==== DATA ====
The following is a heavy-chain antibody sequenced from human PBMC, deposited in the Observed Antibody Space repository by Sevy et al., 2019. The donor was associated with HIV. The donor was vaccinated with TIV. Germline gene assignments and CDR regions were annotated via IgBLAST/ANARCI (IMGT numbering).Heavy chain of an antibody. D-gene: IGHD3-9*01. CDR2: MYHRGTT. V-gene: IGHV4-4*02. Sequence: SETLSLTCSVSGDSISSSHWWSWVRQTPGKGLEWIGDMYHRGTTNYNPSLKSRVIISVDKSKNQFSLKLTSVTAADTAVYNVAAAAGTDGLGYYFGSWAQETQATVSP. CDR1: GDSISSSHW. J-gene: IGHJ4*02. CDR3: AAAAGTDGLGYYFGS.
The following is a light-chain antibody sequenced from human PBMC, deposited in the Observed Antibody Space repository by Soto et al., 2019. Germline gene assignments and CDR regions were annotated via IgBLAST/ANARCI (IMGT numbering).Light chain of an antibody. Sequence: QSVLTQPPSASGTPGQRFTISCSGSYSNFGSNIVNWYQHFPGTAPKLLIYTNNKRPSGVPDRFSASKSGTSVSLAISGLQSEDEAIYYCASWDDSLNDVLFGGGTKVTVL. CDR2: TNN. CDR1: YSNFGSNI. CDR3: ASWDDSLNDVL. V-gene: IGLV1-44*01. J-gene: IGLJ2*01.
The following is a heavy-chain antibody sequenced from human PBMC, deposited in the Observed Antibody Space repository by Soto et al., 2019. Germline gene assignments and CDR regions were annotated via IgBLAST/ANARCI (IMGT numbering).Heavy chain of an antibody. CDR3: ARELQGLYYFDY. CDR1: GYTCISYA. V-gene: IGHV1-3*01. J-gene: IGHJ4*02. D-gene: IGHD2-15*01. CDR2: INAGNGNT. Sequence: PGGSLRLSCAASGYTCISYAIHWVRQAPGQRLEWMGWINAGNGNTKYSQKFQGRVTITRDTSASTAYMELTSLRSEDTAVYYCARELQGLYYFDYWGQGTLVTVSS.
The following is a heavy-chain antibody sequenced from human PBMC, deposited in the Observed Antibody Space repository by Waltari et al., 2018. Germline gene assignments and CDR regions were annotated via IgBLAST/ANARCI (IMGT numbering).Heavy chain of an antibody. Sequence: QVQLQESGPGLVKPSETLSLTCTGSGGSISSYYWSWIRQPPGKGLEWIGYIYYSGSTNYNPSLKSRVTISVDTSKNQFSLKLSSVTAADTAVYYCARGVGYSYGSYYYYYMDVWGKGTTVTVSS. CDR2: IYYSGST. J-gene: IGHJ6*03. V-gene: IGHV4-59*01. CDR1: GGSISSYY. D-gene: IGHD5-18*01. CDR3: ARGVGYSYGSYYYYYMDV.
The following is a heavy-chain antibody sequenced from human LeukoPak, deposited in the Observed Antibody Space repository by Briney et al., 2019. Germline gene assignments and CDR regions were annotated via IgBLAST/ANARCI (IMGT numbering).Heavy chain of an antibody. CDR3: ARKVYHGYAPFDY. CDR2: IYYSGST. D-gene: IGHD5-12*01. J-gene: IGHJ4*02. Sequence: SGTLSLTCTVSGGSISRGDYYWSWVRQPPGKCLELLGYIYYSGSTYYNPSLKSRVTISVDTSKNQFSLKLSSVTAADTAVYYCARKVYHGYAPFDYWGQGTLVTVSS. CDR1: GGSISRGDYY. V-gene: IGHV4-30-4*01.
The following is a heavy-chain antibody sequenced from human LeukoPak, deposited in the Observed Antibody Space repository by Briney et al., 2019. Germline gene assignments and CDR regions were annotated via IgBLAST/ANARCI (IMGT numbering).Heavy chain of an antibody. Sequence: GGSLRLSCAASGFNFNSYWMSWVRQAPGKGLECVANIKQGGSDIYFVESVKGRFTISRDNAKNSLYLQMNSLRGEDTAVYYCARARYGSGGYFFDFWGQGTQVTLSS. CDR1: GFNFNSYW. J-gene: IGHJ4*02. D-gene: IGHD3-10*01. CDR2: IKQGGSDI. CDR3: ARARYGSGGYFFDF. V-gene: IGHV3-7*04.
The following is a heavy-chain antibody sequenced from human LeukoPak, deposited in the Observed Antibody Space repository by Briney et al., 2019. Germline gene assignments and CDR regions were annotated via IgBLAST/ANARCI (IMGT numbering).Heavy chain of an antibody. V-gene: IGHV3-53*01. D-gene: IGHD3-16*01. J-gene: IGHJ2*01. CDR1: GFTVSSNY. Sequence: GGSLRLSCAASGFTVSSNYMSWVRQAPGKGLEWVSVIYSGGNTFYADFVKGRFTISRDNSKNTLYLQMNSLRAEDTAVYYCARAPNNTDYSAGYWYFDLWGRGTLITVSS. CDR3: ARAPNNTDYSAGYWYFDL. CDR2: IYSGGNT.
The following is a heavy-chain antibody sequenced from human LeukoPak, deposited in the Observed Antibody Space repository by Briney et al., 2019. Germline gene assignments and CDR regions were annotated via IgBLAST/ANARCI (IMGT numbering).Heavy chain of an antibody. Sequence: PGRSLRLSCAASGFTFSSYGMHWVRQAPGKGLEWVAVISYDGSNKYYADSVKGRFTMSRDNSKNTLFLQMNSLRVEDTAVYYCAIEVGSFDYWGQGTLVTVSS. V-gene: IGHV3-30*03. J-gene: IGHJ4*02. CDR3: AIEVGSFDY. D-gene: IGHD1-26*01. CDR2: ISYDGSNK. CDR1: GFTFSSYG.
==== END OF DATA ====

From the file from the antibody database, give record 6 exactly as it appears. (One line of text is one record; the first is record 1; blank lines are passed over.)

The following is a heavy-chain antibody sequenced from human LeukoPak, deposited in the Observed Antibody Space repository by Briney et al., 2019. Germline gene assignments and CDR regions were annotated via IgBLAST/ANARCI (IMGT numbering).Heavy chain of an antibody. Sequence: GGSLRLSCAASGFNFNSYWMSWVRQAPGKGLECVANIKQGGSDIYFVESVKGRFTISRDNAKNSLYLQMNSLRGEDTAVYYCARARYGSGGYFFDFWGQGTQVTLSS. CDR1: GFNFNSYW. J-gene: IGHJ4*02. D-gene: IGHD3-10*01. CDR2: IKQGGSDI. CDR3: ARARYGSGGYFFDF. V-gene: IGHV3-7*04.